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This Easter, Sir David Attenborough is one of the many naturalists to use the Museum’s world-leading ornithology collections to trace the journey of eggs.
The documentary follows the story of eggs from formation to hatching, and their importance to science today for the BBC Natural World documentary Attenborough’s Wonder of Eggs.
Sir David investigates the role museum collections have in helping understand eggshell thinning caused by our abuse of the environment, through to new research at the Museum on the eggs of the most iconic of our lost birds, the great auk, Pinguinus impennis.
Speaking from the collection at the Natural Museum at Tring, Attenborough explains how a ground-breaking collaboration between experts at the Museum at South Kensington and the University of Sheffield successfully micro-CT scanned three eggs of the great auk for the first time, to compare in unprecedented 3D detail the microstructure of their eggshells with that of their living relatives in order to gain new insight into their biology.
Custom-built cases, created from 3D prints of the specimens themselves, were developed to handle and protect three of the Museum’s 200-250 year old great auk egg specimens. This unique system successfully protected these extremely fragile eggs throughout dozens of scans, across an extensive six month period. This ongoing research into the shape, colour and structure of the eggs is piecing together undiscovered aspects of this remarkable, extinct bird.
Douglas Russell, Senior Curator of Birds’ Eggs and Nests at the Natural History Museum says: ‘Our ability to research and understand breeding ecology, distribution of bird populations and major changes in the environment using these collections is growing all the time. Digitisation to increase access to collections and the development of new imaging and analysis techniques have opened up new avenues of research. The stories covered in Attenborough's Wonder of Eggs, clearly show the importance of historical egg collections to science and society has never been greater.’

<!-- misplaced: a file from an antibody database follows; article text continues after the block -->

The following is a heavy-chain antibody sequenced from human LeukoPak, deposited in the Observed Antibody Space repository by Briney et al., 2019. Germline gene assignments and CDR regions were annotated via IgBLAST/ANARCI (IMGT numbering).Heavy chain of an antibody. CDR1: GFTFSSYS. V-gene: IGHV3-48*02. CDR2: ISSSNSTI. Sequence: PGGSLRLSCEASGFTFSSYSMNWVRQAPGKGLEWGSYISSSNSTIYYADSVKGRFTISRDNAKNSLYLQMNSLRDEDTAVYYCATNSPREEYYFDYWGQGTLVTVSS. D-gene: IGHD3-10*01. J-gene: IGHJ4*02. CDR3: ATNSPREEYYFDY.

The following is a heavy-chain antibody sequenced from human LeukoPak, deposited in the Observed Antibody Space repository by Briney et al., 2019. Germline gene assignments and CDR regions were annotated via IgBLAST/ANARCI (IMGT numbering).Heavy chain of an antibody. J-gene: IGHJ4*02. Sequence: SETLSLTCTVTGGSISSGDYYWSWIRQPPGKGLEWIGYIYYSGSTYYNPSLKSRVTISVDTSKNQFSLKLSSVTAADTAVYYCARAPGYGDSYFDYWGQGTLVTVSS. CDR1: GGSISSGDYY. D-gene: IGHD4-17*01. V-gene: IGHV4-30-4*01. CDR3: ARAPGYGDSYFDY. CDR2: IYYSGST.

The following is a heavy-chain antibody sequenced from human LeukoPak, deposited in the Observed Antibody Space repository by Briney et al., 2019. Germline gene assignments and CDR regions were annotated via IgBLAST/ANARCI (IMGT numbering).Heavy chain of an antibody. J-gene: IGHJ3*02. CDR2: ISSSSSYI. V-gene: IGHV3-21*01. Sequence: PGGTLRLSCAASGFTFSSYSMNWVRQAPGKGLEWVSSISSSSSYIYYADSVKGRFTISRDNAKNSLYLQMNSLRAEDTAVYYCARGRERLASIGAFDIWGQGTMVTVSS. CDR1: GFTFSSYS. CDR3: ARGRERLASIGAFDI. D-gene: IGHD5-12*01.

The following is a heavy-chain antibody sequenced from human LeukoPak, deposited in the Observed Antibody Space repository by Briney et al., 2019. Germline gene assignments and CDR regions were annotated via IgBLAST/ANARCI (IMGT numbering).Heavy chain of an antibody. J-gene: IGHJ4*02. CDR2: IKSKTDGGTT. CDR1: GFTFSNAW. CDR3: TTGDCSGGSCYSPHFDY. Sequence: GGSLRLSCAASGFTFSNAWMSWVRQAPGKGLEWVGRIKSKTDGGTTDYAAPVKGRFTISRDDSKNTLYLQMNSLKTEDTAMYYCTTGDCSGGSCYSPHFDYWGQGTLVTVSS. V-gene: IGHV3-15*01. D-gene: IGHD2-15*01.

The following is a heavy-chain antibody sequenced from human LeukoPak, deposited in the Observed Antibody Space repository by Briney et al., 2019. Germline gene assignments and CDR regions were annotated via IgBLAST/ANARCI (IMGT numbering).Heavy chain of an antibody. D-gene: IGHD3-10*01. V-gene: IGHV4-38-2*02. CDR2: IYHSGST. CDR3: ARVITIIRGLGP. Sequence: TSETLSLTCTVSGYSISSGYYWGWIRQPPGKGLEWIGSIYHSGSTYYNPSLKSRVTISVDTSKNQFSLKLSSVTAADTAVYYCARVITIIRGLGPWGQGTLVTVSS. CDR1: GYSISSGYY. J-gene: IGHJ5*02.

Professor Tim Birkhead of the Department of Animal and Plant Sciences, the University of Sheffield says: ‘Working with the egg collections at Natural History Museum and on the great auk eggs in particular was a wonderful privilege. Having studied the guillemot and razorbill, both close cousins of the great auk, for over forty years, I felt a very special connection to the great auk. In addition, the fact that the great auk is now extinct is a powerful signal of the vulnerability of our bird populations.’
The Museum holds several hundred thousand clutches of eggs, making it amongst the most important and comprehensive research archives of avian eggshell on Earth with more than 200 years-worth of samples from nearly 5000 species. Researchers from all around the world use the collection each year to learn how and where birds live and breed. Every birds' egg is a self-contained life support system which protects and nourishes new life, yet there is spectacular diversity among the thousands of birds in the world today, and the eggs they lay.
Throughout this hour-long feature, produced by Mike Birkhead Associates, Sir David Attenborough explorers the Museum’s oology collection to examine specimens and discover what they have taught us about past and present bird populations, breeding ecology and the evolution of species.
Natural History Museum:
Tel: +44 (0) 20 7942 5654/+44 (0)7799 690151
The University of Sheffield
Professor Tim R Birkhead FRS
Tel: +44 (0)114 222 4622
Media team: +44 (0)114 222 1047